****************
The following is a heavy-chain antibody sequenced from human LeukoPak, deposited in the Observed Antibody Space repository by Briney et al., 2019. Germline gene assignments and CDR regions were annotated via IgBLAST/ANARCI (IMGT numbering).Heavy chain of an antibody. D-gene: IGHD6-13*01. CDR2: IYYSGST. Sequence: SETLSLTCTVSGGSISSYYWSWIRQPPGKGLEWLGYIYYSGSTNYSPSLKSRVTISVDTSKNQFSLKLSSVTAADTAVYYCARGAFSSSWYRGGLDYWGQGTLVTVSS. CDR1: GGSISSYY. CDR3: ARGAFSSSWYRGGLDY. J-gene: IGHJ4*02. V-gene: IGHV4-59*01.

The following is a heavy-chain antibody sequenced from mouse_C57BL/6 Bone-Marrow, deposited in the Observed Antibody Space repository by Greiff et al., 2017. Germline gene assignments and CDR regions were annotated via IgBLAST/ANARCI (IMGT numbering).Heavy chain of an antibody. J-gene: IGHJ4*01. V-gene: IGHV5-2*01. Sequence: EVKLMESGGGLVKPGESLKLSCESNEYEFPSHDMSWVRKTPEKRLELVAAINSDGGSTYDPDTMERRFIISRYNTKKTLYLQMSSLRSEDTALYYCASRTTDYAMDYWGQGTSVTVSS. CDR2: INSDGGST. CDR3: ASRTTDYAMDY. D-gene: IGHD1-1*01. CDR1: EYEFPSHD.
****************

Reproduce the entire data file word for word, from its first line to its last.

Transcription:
The following is a heavy-chain antibody sequenced from human LeukoPak, deposited in the Observed Antibody Space repository by Briney et al., 2019. Germline gene assignments and CDR regions were annotated via IgBLAST/ANARCI (IMGT numbering).Heavy chain of an antibody. D-gene: IGHD6-13*01. CDR2: IYYSGST. Sequence: SETLSLTCTVSGGSISSYYWSWIRQPPGKGLEWLGYIYYSGSTNYSPSLKSRVTISVDTSKNQFSLKLSSVTAADTAVYYCARGAFSSSWYRGGLDYWGQGTLVTVSS. CDR1: GGSISSYY. CDR3: ARGAFSSSWYRGGLDY. J-gene: IGHJ4*02. V-gene: IGHV4-59*01.

The following is a heavy-chain antibody sequenced from mouse_C57BL/6 Bone-Marrow, deposited in the Observed Antibody Space repository by Greiff et al., 2017. Germline gene assignments and CDR regions were annotated via IgBLAST/ANARCI (IMGT numbering).Heavy chain of an antibody. J-gene: IGHJ4*01. V-gene: IGHV5-2*01. Sequence: EVKLMESGGGLVKPGESLKLSCESNEYEFPSHDMSWVRKTPEKRLELVAAINSDGGSTYDPDTMERRFIISRYNTKKTLYLQMSSLRSEDTALYYCASRTTDYAMDYWGQGTSVTVSS. CDR2: INSDGGST. CDR3: ASRTTDYAMDY. D-gene: IGHD1-1*01. CDR1: EYEFPSHD.